Article Courtesy of The Orlando
By Lauren Ritchie
Published February 4, 2017
Three years ago, a Mount Dora attorney who has been a member of the Florida Bar
for 35 years but never really practiced law got annoyed by the
builder-controlled homeowner association at Sullivan Ranch, where she lives.
Sara MacKenzie thought that Centex Homes, owner of vacant lots in the
subdivision south of State Road 46, should have been paying its share for those
lots into required reserve funds — fees that today are estimated at $1 million.
And so it began.
“I think this probably might be a
little over Mrs. MacKenzie’s head, to be quite candid. … I will
offend everybody in the room, but this isn’t something that — to be
involved in this kind of litigation at this level, you can’t just
walk out and say that ‘I’ve drafted wills,’ or ‘I’ve done real
estate closings’ and walk into a courtroom and deal with something
…it’s just that she’s not experienced in this area of law and that
became obvious to all of us pretty early on.”
Lake Circuit Judge William Law
Transcript of July 27, 2016 hearing
The battle with Centex, owned by one of the largest homebuilders in America and
represented by a politically high-powered, well-respected Florida law firm,
stretched over three long, painful years in which MacKenzie, 71, struggled to
litigate a complex question in an extremely specialized area of law. MacKenzie
and her bank account were up against the company owned by PulteGroup, which
reported $816 million in pre-tax earnings in 2015 along with a $2.3 billion
reinvestment in growing the company.
Over the years since
she filed the suit, MacKenzie has lost friends in the rural
community that is perched a hill overlooking Round Lake. She
has been inexplicably opposed by some residents who would
directly benefit if she were able to force Centex to make
the reserve contributions.
Her suit against the developer sparked pettiness such as “No
trespassing” signs on the lawns of neighbors on both sides
of her duplex. MacKenzie said several women in her
subdivision told her she wasn’t a “real lawyer” and didn’t
know what she was doing because she had practiced for only a
few years after her graduation from law school at the
University of San Diego in 1982. They said she didn’t
respect their husbands, who were dealing with Centex and
were perfectly satisfied with the way things were going.
“They hate me now,” she said. “And they were best friends.”
Such criticism is
particularly stinging for a woman who dropped out of high
school to marry and have her first baby at 16 and a second
four years later. But MacKenzie persevered.
Sara MacKenzie of Sullivan Ranch holds a banner that
friends greeted her with after she won an appeal in a lawsuit against
Centex Homes, developer at Sullivan Ranch.
At the beginning of the case, Lake Circuit Judge William Law threw out her suit
five times before accepting a sixth version that satisfied him. Centex lawyers
from Lowndes, Drosdick, Doster, Kantor & Reed of Orlando dogged her every
misstep in pleadings filed with the court. MacKenzie’s husband, Ralph, 82,
estimated the couple has spent about $10,000 of their own money on costs alone
to fight the case so far.
At the end of the litigation, Law remarked in open court that the matter was “a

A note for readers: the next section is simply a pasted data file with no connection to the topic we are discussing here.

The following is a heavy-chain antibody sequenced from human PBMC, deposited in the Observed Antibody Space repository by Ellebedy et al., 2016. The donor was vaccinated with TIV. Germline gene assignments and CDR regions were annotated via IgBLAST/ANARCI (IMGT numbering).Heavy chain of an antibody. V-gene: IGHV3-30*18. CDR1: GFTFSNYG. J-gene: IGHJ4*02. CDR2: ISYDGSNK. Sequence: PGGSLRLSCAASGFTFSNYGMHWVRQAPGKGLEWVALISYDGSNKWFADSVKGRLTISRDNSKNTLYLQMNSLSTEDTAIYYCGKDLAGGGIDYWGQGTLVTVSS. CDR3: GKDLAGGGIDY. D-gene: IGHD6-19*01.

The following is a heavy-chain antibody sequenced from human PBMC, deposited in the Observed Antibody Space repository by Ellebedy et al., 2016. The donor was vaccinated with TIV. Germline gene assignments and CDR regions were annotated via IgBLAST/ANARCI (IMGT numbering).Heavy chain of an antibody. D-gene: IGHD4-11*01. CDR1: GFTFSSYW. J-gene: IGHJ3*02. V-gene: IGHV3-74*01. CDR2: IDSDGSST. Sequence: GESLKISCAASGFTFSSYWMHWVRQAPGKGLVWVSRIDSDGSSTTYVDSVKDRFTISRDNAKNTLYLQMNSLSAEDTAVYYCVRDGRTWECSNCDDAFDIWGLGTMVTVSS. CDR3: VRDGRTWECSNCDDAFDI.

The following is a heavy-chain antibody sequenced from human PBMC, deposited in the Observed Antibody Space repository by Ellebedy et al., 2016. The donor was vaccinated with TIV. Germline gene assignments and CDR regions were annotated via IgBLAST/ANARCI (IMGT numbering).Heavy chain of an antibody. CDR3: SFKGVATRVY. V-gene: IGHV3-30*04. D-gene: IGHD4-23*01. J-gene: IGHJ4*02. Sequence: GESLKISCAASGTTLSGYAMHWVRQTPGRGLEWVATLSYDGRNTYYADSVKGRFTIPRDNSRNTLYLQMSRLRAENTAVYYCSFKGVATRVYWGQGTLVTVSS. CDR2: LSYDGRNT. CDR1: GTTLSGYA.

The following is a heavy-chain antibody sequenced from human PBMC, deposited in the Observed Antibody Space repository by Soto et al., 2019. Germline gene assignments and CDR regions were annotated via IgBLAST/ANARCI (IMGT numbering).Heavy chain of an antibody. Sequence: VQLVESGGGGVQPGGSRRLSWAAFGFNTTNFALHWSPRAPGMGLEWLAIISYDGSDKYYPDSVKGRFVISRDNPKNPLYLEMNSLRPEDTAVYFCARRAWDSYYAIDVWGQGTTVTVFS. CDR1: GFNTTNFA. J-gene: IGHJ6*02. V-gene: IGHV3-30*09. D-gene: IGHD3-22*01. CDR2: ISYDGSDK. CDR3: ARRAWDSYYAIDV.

little over Mrs. MacKenzie’s head to be candid,” and he ruled against her,
forcing MacKenzie to take the matter to the 5th District Court of Appeal in
Perhaps that panel of three appellate judges thought the matter was a little
over Law’s head. They overturned the critical piece of Law’s ruling on Dec. 22.
Against all odds, MacKenzie won — and not just for herself.
Writing the unanimous opinion, Chief Judge Jay P. Cohen stated that Centex’s
interpretation of Florida law was “incorrect” and that it “should not be read to
excuse a developer’s otherwise valid obligation to fund reserves while it
controls the HOA.”
Freak out time in Developerland!
Centex lawyer Matthew Brenner from the Lowndes firm quickly filed a request for
the appellate court to “certify” an appeal to the next highest venue, the
Florida Supreme Court. A certification notifies the higher court that the
question is one of “great public importance.”
Brenner argued the appellate ruling would have a “calamitous” financial impact
on developers who might abandon their communities under construction. He also
predicted strife, deteriorating community infrastructure and “significant”
assessments on homeowners.
An unimpressed appellate court just said no. Now there’s a rarity — big
developers not getting what they want in Florida.
Now that the appeals judges have ruled Centex should have contributed to reserve
accounts — that money later pays costs of re-roofing and painting — the matter
returns to Law and the Lake circuit court to answer this question: How much
should Centex pay?
Brenner said in an email, “A trial is still required, as the appellate court
decision remanded the case for further proceedings. We are confident we will
show the court that Centex has fulfilled all obligations to the residents of
MacKenzie’s pleadings say the amount owed is nearly $1.13 million and no trial
is necessary — just a hearing to determine the final amount.
As this dispute returns to court, let’s hope that the focus is on how much
Centex owes Sullivan Ranch residents, not on any clumsiness that might occur
because MacKenzie isn’t a slick, experienced litigator in the Lowndes tradition.
After all, she’s not charging anyone for her services. She’s representing just
herself and her husband.
Justice can’t be achieved when the focus is on playing courtroom
“Gotcha!” instead of getting to the merits of the case. Let’s hope those in the
courtroom do as the appellate court did — set aside minor procedural matters and
look at the heart of the claim.
CLICK ON THIS LINK TO READ 5th DCA